Ryan Johansen: How to Have a Breakout Season in 3 Easy Steps

The Blue Jackets have experienced a bit of a reversal of fortune so far in the month of December, having won 4 of their 5 contests this month. Even dating back to the team’s abysmal month of November, Ryan Johansen has been an absolute revelation, unquestionably the Jackets’ best player, and often the most exciting player on the ice for either team. The third year pro is poised for a breakout campaign that could see him finish among the league’s top-50 scorers.

Johansen’s ability to breakout is nothing out of the ordinary, it is a story repeated year after year in the NHL. However, the specific means by which he has found success are by no means guaranteed. For as fantastic as Johansen has been on the ice, his success is as much a result of good fortune as it is of his play. What follows are the particular criteria that have helped make Johansen a smashing success through 32 games this year.

The Right Pedigree

Ryan Johansen
Ryan Johansen (Courtesy of the Columbus Blue Jackets)

The fourth overall pick in the 2010 NHL entry draft, Johansen clearly has the right pedigree to succeed at the NHL level. Considered a “raw” prospect through much of his career, Johansen opted against playing major junior hockey in his first two years of eligibility in order to preserve his eligibility for a possible move to collegiate hockey. By the start of the 2009-10 season though, Johansen had joined the Portland Winterhawks and posted a 25-goal, 69-point season. It did not take long for Johansen to draw comparisons to similarly sized (he stands 6’2” 192 lbs), superfluously skilled centers like Joe Thornton and Jason Spezza. Johansen’s promising start coupled with his raw skills and size catapulted him into the upper echelon of NHL Central Scouting Bureau’s rankings, ultimately netting him a top-10 ranking by season’s end.

Nonetheless, when the Blue Jackets took Johansen with the fourth overall pick in the 2010 draft, many viewed the pick as a reach. Johansen quickly dispelled those rumors by nearly making the Blue Jackets opening day roster in 2010, no mean feat for a player with one year of highly competitive hockey to his credit. Johansen further backed up the Jackets’ decision to take him so early in the draft with a 40-goal, 92-point campaign with Portland in 63 games. Over the 2010-11 season, Johansen also had the opportunity to represent the CHL in the Subway Super Series, and won gold with the Canadian National Junior Team in the World U20 Championships. He also happened to earn Tournament All-Star honors at the World Juniors.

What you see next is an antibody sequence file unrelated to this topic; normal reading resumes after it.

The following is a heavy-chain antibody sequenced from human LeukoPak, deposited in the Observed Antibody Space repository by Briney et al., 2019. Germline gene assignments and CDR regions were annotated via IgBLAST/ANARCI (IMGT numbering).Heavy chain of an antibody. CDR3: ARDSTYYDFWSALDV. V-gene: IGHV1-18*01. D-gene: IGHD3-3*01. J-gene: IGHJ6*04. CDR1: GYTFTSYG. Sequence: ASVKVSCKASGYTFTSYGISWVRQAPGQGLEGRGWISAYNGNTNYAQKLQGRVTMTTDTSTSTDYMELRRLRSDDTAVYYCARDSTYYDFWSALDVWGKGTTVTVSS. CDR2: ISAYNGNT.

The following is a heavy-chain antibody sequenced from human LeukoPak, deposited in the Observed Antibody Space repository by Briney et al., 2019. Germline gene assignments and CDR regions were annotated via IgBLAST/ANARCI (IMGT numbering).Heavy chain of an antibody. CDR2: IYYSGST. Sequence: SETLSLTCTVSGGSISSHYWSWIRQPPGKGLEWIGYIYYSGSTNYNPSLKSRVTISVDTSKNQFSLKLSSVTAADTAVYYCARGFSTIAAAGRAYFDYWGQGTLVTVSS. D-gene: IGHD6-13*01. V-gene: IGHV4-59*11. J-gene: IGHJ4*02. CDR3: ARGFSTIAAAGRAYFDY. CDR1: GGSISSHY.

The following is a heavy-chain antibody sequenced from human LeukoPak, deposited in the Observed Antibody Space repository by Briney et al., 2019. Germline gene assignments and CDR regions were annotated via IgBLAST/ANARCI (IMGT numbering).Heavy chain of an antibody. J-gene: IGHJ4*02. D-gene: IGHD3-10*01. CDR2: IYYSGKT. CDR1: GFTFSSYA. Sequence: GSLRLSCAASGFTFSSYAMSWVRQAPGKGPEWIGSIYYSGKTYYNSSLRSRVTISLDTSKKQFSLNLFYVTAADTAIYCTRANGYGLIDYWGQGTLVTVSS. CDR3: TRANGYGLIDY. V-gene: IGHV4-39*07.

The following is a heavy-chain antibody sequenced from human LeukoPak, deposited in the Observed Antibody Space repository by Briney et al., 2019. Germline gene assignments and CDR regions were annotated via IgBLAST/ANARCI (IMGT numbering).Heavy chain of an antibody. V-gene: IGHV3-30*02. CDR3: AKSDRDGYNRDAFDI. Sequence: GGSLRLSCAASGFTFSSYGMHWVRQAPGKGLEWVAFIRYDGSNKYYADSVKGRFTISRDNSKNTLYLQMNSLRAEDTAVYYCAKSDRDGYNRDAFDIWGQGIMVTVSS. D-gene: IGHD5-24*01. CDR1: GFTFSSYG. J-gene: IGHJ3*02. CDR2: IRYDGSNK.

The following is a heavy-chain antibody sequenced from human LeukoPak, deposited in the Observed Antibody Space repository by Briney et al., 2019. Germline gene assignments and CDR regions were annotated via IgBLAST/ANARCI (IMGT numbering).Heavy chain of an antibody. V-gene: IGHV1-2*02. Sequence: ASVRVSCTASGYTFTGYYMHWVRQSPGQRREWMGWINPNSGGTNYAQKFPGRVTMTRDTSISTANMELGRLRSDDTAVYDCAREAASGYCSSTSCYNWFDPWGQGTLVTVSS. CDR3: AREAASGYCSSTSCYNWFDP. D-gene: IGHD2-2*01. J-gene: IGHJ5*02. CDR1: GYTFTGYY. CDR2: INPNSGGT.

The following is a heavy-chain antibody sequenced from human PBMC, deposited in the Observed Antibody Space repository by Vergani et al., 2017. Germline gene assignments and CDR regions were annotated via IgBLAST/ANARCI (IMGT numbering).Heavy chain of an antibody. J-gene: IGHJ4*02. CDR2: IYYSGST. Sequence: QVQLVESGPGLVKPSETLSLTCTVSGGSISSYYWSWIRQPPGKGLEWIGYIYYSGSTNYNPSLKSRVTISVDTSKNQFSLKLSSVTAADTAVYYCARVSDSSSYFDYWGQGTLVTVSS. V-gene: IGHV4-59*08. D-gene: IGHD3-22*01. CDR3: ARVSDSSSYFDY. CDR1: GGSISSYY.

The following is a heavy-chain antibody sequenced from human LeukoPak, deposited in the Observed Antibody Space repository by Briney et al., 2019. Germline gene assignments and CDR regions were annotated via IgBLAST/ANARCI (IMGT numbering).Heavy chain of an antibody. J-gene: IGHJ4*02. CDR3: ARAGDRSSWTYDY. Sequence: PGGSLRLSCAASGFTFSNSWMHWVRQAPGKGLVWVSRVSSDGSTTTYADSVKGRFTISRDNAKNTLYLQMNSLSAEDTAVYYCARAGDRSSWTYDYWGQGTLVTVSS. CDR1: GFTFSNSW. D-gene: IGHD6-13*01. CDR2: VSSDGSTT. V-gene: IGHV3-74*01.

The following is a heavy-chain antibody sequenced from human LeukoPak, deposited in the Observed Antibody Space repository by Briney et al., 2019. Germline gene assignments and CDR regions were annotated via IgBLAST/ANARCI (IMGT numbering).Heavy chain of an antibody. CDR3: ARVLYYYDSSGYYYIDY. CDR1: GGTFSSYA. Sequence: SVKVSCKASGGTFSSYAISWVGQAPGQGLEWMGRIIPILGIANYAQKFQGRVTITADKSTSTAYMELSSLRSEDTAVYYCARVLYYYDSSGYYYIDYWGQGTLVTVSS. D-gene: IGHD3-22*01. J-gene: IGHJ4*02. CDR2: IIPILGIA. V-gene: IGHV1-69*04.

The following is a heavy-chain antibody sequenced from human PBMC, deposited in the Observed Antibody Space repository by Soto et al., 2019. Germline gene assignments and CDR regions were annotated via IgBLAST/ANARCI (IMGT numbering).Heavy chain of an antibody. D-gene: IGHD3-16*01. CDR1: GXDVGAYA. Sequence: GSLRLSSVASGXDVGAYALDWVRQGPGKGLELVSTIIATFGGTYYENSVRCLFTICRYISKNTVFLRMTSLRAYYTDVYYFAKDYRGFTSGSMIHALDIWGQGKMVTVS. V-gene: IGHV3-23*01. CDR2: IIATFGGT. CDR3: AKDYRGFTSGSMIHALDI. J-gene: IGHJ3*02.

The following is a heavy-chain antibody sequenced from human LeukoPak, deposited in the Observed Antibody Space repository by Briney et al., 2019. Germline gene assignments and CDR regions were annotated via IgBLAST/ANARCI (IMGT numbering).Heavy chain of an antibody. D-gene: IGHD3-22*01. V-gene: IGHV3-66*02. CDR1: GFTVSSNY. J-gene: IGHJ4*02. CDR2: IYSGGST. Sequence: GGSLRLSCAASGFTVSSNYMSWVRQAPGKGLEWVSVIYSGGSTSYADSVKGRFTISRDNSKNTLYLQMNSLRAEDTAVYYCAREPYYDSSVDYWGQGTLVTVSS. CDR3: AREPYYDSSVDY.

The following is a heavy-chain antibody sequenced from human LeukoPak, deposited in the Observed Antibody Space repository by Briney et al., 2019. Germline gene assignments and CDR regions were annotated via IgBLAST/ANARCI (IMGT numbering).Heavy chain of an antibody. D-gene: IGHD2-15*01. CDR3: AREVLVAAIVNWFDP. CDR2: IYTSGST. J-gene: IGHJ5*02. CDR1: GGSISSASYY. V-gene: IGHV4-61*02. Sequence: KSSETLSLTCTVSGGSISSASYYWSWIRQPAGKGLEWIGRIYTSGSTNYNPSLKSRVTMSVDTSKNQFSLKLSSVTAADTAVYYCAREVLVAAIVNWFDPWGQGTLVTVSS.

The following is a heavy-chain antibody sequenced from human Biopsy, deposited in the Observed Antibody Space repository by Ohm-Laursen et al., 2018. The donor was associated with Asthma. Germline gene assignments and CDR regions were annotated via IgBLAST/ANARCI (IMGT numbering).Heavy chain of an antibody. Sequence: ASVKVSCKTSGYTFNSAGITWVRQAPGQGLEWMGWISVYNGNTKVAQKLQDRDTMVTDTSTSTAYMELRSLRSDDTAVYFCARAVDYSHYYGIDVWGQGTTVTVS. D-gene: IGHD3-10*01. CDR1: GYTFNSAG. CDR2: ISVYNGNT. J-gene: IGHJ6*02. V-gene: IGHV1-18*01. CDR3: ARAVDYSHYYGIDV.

By the start of the 2011-12 season, Johansen seemed a lock to begin his professional career with the Blue Jackets, and indeed he played in his first professional game on October 7, 2011. While playing relatively limited minutes among the Jackets bottom-6, Johansen finished his first professional season with 9 goals, 12 assists, and 21 points overall in 67 games, an inauspicious, if not underwhelming debut.

The Low Point

With NHL players locked out and the first several months of the 2012-13 NHL season cancelled, Johansen was sent to the Jackets’ AHL affiliate, the Springfield Falcons, for the start of the 2012 season. While in Springfield, Johansen began to resemble the player he had throughout his junior career tallying 33 points in 40 regular season games. When NHL play resumed, Johansen was immediately recalled by the Jackets, however, he only managed 12 points in 40 regular season games in the NHL.

Following the Jackets’ narrow miss of the postseason, the organization optioned Johansen back to the AHL to get playoff playing experience with the Falcons. It is here where Johansen met what he readily admits was the bottom of his young career. After an underwhelming first round against the Manchester Monarchs, and after two exceptionally poor performances against the Syracuse Crunch, Falcons head coach Brad Larsen benched Johansen for the final two games of the series against the Crunch as the Falcons were unceremoniously swept from the conference semifinals. Johansen ended his first professional playoff series with only 1 assist and a -8 rating.

That was pretty much rock bottom. I was frustrated, everyone else was frustrated. I decided I didn’t want that to happen again.

– Ryan Johansen

Hitting a low point seems to be a prerequisite for breaking out. It may seem cliche, but good players are able to bear the burden of a chip on their shoulder, the biggest challenge sometime is coming to have that chip. This season has been proof of just what Johansen should be capable of in the NHL, so long as he can keep his fire lit.

The Right Opportunity

Injuries have ravished the Blue Jackets roster this season, following Thursday’s game against the New York Rangers, only 8 players have managed to stay in the lineup for all of the team’s 32 games. With significant injuries to top-liners Brandon Dubinsky and Marian Gaborik, Johansen found an opening and made the most of it. With 25 points through 32 games Johansen finds himself as the unquestioned go-to player for offense on this Blue Jackets roster.


Even more importantly, Johansen has done it away from the powerplay. Of Johansen’s 25 points, only 3 have come with the man advantage. His even strength production demonstrates just how hard he has had to work to advance his game over the last 6 months. It is impossible to predict if Ryan Johansen can maintain his current pace, but while he is, Blue Jackets fans, fans of the game, should sit back and watch the emergence of a star.